Surveys by law firms during recent years, and evidence thereof

How many surveys have been conducted so far? No one knows the complete tally, but the plot below shows at the midpoint of 2018 and for the preceding four years the 205 survey reports or announcements we have located. The number in each column tells how many surveys have been found for that period. We refer to “announcements” because out of the 358 surveys identified to date, about three quarters resulted in a published report in PDF; the remainder we know about only from press releases, articles, or other references.

As of this writing, we know for about some 77 surveys because a press release or an article refers to it. We do not have PDF report, however, although it is possible that they exist. We know of the remaining 47 “missing” surveys because a survey in a series refers to other incarnations. Eventually, these “missing” surveys may become evidenced by a press release or other document or we may locate a PDF report.

At this point, firms based in the United States account for 141 of all the surveys found during the period while UK-based firms account for 111. The third most frequent surveyors are VereinCLG firms, with 65 surveys, followed by Canadian firms with 17.

Readability measures for law firm surveys

Let’s consider a few more readability measures.

  1. The Bormuth Readability Index (BRI) calculates a reading grade level required to read a text based on 1) character count (average length of characters) rather than syllable count and 2) average number of familiar words in the sample text. The BRI uses the Dale-Chall word list to count familiar words in samples of text. The BRI translates to a U.S. grade level. For example, a result of 10.6 means students in 10th grade and above can read and comprehend the text.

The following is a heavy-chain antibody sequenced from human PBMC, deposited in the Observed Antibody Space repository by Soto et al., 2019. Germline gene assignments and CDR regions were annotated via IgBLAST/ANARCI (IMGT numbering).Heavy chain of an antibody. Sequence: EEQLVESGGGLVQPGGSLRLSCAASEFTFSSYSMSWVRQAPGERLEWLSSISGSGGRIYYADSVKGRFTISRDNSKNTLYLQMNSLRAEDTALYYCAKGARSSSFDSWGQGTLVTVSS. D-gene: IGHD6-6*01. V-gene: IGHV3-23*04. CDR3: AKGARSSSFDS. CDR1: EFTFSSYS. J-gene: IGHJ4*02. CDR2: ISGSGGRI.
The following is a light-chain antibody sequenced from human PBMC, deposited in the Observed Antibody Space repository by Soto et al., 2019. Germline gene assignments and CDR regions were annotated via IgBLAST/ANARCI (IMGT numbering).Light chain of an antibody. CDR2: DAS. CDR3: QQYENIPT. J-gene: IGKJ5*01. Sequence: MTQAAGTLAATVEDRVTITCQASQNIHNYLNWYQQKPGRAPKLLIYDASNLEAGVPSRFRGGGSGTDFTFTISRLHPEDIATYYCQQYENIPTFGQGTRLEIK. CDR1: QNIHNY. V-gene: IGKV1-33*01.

2. The Danielson and Bryan formula is most concerned with the variables of the letters themselves. It uses the number of characters per space and how many characters are in a sentence. From the \textsf{R} package koRpus: DB_1 = ≤ft(1.0364 \times \frac{C}{Bl} \right) + ≤ft( 0.0194 \times \frac{C}{St} \right) – 0.6059  DB_2 = 131.059 – ≤ft( 10.364 \times \frac{C}{Bl} \right) – ≤ft( 0.194 \times \frac{C}{St} \right)  Where Bl means blanks between words, which is not really counted in this implementation, but estimated by words – 1. C is interpreted as literally all characters.